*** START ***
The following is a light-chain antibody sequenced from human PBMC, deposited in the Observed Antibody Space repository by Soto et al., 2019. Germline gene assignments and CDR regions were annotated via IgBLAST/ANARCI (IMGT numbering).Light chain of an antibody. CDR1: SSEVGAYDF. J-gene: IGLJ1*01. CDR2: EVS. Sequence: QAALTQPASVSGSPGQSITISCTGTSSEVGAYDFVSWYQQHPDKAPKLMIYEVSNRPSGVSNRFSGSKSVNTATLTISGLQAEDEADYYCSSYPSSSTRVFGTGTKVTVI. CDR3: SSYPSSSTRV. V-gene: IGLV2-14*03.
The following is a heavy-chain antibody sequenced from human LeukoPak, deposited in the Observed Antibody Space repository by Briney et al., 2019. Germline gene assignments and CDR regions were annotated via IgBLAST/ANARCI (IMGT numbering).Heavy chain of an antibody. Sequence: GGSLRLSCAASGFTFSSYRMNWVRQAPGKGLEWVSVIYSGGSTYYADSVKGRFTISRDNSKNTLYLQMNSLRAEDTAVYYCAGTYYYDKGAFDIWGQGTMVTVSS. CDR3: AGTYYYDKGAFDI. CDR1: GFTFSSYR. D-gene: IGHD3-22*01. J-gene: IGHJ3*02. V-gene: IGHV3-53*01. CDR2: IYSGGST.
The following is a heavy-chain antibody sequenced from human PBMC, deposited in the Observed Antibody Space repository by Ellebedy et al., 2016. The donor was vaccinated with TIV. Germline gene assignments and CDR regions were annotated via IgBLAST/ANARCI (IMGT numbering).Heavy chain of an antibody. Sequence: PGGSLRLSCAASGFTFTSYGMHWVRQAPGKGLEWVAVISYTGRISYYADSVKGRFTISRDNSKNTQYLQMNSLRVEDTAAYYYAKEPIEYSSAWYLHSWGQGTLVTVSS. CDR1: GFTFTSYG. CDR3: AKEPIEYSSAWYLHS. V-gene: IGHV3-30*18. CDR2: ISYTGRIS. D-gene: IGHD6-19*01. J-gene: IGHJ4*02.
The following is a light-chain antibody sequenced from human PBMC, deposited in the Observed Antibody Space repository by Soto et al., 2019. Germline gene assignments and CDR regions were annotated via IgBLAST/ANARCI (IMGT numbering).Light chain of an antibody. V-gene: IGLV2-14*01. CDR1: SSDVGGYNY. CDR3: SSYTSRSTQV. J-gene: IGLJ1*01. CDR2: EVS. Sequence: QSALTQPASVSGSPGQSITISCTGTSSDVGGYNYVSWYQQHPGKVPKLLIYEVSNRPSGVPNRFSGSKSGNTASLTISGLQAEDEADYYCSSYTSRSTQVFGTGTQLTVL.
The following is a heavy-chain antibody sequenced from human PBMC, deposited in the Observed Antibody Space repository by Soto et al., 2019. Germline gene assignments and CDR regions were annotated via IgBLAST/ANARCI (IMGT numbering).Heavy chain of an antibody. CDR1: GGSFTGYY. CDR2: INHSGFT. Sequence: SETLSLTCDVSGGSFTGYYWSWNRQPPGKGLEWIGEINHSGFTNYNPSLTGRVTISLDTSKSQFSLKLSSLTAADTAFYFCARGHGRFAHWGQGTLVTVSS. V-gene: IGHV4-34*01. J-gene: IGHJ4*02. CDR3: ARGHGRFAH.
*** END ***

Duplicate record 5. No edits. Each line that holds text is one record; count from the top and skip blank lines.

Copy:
The following is a heavy-chain antibody sequenced from human PBMC, deposited in the Observed Antibody Space repository by Soto et al., 2019. Germline gene assignments and CDR regions were annotated via IgBLAST/ANARCI (IMGT numbering).Heavy chain of an antibody. CDR1: GGSFTGYY. CDR2: INHSGFT. Sequence: SETLSLTCDVSGGSFTGYYWSWNRQPPGKGLEWIGEINHSGFTNYNPSLTGRVTISLDTSKSQFSLKLSSLTAADTAFYFCARGHGRFAHWGQGTLVTVSS. V-gene: IGHV4-34*01. J-gene: IGHJ4*02. CDR3: ARGHGRFAH.